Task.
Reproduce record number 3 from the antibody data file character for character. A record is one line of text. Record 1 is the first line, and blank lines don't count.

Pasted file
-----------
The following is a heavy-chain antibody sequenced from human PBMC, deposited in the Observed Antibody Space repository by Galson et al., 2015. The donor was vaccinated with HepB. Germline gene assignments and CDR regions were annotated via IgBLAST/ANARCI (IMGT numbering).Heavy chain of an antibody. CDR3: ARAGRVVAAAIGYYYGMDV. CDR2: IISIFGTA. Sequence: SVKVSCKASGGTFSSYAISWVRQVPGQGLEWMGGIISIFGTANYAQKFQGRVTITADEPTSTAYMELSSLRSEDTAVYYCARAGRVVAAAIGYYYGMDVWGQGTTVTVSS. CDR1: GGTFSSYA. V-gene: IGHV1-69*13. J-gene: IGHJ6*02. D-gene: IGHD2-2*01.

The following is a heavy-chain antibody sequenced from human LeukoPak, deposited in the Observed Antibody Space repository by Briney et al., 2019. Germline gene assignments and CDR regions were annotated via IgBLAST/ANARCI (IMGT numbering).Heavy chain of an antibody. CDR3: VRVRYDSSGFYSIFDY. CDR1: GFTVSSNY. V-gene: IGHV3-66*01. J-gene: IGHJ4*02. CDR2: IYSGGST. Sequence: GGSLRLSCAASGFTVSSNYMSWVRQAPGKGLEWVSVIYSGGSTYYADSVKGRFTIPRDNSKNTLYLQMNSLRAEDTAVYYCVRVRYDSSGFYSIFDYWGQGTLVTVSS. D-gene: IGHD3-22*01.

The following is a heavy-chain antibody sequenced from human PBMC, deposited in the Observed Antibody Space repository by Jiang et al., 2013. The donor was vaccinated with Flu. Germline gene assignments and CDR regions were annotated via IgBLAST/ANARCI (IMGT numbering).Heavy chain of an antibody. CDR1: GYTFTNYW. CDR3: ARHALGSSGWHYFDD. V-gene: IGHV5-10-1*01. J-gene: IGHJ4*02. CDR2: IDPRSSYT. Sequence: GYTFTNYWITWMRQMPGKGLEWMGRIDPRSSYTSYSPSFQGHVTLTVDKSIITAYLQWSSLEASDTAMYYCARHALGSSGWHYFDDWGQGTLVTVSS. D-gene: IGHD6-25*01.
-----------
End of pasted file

The following is a heavy-chain antibody sequenced from human PBMC, deposited in the Observed Antibody Space repository by Jiang et al., 2013. The donor was vaccinated with Flu. Germline gene assignments and CDR regions were annotated via IgBLAST/ANARCI (IMGT numbering).Heavy chain of an antibody. CDR1: GYTFTNYW. CDR3: ARHALGSSGWHYFDD. V-gene: IGHV5-10-1*01. J-gene: IGHJ4*02. CDR2: IDPRSSYT. Sequence: GYTFTNYWITWMRQMPGKGLEWMGRIDPRSSYTSYSPSFQGHVTLTVDKSIITAYLQWSSLEASDTAMYYCARHALGSSGWHYFDDWGQGTLVTVSS. D-gene: IGHD6-25*01.